An 18th century report of a device for repeated extracranial drainage of cerebrospinal fluid in the treatment of congenital hydrocephalus is reviewed. On 15th October 1744, the French surgeon Claude-Nicolas Le Cat (1700-1768) introduced a specially invented canula into the lateral ventricle of a newborn boy with hydrocephalus. The canula was used as a tap and was left in place for 5 days, until the death of the child. This procedure should be seen as the first documented description of a device for repeated ventricular taps in the treatment of hydrocephalus. Copyright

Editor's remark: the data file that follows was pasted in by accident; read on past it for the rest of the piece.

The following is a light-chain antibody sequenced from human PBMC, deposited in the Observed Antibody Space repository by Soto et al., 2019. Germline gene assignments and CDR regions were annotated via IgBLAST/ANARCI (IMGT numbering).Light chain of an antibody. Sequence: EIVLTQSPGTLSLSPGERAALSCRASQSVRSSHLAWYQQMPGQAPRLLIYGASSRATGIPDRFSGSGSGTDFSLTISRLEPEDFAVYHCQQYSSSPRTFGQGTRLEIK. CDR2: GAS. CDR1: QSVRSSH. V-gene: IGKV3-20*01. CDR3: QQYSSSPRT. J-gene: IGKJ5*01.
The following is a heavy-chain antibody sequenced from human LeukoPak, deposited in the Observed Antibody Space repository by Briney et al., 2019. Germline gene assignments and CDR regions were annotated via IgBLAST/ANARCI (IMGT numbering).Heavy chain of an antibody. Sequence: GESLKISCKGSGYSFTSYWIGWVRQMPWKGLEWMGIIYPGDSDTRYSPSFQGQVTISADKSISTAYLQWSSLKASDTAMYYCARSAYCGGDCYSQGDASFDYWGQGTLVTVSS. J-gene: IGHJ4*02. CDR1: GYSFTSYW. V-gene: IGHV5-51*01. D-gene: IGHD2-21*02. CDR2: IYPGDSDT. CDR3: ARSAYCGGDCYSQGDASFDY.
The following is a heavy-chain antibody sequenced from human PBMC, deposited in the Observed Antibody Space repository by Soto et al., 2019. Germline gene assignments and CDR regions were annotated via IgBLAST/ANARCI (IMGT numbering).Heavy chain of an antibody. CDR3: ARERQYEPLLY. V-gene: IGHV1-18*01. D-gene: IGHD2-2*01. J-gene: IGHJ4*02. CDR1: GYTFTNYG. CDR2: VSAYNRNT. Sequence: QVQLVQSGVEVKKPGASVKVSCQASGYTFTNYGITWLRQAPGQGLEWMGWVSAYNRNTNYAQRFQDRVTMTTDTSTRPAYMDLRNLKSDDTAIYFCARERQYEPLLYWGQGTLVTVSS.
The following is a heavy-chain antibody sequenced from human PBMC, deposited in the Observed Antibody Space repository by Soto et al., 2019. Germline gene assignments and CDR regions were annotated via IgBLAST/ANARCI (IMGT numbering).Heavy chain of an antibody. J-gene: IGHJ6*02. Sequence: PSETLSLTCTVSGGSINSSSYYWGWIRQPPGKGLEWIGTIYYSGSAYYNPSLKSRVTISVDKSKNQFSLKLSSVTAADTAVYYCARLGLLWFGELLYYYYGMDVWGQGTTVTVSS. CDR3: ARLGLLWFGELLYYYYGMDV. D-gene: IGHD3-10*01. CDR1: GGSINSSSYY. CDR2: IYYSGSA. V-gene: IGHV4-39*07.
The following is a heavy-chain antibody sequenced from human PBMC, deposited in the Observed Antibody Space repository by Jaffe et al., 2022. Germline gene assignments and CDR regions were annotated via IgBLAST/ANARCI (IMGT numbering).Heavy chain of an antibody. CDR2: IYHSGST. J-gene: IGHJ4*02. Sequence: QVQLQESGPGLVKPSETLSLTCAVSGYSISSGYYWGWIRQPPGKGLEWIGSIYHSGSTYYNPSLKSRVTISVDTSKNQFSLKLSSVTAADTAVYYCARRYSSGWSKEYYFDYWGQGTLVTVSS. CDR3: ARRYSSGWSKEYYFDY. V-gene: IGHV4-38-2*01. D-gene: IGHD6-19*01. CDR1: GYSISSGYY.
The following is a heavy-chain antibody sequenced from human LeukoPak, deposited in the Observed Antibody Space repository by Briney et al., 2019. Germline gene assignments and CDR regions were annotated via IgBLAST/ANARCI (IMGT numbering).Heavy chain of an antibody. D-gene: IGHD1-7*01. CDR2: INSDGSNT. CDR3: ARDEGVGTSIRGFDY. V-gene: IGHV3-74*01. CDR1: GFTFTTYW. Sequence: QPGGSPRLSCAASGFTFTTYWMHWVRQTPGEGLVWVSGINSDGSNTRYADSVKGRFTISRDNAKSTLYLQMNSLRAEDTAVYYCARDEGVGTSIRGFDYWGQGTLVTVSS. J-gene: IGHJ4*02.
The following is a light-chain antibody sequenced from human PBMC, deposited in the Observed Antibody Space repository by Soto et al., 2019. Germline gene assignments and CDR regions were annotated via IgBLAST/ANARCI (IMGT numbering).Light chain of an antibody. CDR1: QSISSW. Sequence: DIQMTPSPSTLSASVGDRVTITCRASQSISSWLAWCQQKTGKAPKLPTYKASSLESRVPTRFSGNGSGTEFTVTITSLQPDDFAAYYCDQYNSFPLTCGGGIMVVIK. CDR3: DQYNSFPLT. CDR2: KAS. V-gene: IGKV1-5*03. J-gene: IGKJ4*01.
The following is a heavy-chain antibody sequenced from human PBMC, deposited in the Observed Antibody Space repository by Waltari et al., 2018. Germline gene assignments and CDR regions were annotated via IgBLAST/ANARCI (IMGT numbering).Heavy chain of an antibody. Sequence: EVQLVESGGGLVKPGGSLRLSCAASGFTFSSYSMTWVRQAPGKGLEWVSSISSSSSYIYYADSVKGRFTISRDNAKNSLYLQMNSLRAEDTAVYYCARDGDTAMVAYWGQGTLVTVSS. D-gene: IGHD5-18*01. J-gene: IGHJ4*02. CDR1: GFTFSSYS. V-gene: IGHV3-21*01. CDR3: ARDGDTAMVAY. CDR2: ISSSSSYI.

Claude-Nicolas Le Cat, Historical review, Hydrocephalus, Ventricular drainage
dx.doi.org/10.1159/000070872, hdl.handle.net/1765/66738
Pediatric Neurosurgery
Department of Neurosurgery

Kompanje, E.J.O, & Delwel, E.J. (2003). The first description of a device for repeated external ventricular drainage in the treatment of congenital hydrocephalus, invented in 1744 by Claude-Nicolas Le Cat. Pediatric Neurosurgery, 39(1), 10–13. doi:10.1159/000070872